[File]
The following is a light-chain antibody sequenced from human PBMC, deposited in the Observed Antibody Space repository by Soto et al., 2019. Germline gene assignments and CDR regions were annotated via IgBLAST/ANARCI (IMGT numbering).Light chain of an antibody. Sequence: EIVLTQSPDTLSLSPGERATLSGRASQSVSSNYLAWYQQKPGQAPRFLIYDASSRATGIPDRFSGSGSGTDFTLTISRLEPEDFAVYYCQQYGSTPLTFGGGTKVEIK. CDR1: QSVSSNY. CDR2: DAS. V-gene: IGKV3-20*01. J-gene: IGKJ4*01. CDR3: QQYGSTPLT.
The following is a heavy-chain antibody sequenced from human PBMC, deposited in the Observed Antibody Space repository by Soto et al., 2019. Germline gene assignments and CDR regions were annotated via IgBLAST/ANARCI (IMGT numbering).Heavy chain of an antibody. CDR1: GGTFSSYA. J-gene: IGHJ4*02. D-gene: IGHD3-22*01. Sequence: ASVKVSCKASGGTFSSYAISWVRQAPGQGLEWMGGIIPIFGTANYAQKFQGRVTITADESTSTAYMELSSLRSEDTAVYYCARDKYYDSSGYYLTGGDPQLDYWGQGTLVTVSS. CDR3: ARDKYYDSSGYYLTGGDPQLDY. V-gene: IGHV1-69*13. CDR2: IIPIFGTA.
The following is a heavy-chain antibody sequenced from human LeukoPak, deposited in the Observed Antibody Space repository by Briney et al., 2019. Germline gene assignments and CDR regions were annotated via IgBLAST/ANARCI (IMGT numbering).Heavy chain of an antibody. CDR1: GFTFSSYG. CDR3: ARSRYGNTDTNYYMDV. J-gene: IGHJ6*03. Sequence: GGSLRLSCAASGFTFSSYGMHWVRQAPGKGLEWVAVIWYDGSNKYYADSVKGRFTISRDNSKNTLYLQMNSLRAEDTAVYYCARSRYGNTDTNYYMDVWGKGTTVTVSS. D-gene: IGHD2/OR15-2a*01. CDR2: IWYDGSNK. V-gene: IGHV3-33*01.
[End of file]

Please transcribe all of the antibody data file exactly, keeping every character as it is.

The following is a light-chain antibody sequenced from human PBMC, deposited in the Observed Antibody Space repository by Soto et al., 2019. Germline gene assignments and CDR regions were annotated via IgBLAST/ANARCI (IMGT numbering).Light chain of an antibody. Sequence: EIVLTQSPDTLSLSPGERATLSGRASQSVSSNYLAWYQQKPGQAPRFLIYDASSRATGIPDRFSGSGSGTDFTLTISRLEPEDFAVYYCQQYGSTPLTFGGGTKVEIK. CDR1: QSVSSNY. CDR2: DAS. V-gene: IGKV3-20*01. J-gene: IGKJ4*01. CDR3: QQYGSTPLT.
The following is a heavy-chain antibody sequenced from human PBMC, deposited in the Observed Antibody Space repository by Soto et al., 2019. Germline gene assignments and CDR regions were annotated via IgBLAST/ANARCI (IMGT numbering).Heavy chain of an antibody. CDR1: GGTFSSYA. J-gene: IGHJ4*02. D-gene: IGHD3-22*01. Sequence: ASVKVSCKASGGTFSSYAISWVRQAPGQGLEWMGGIIPIFGTANYAQKFQGRVTITADESTSTAYMELSSLRSEDTAVYYCARDKYYDSSGYYLTGGDPQLDYWGQGTLVTVSS. CDR3: ARDKYYDSSGYYLTGGDPQLDY. V-gene: IGHV1-69*13. CDR2: IIPIFGTA.
The following is a heavy-chain antibody sequenced from human LeukoPak, deposited in the Observed Antibody Space repository by Briney et al., 2019. Germline gene assignments and CDR regions were annotated via IgBLAST/ANARCI (IMGT numbering).Heavy chain of an antibody. CDR1: GFTFSSYG. CDR3: ARSRYGNTDTNYYMDV. J-gene: IGHJ6*03. Sequence: GGSLRLSCAASGFTFSSYGMHWVRQAPGKGLEWVAVIWYDGSNKYYADSVKGRFTISRDNSKNTLYLQMNSLRAEDTAVYYCARSRYGNTDTNYYMDVWGKGTTVTVSS. D-gene: IGHD2/OR15-2a*01. CDR2: IWYDGSNK. V-gene: IGHV3-33*01.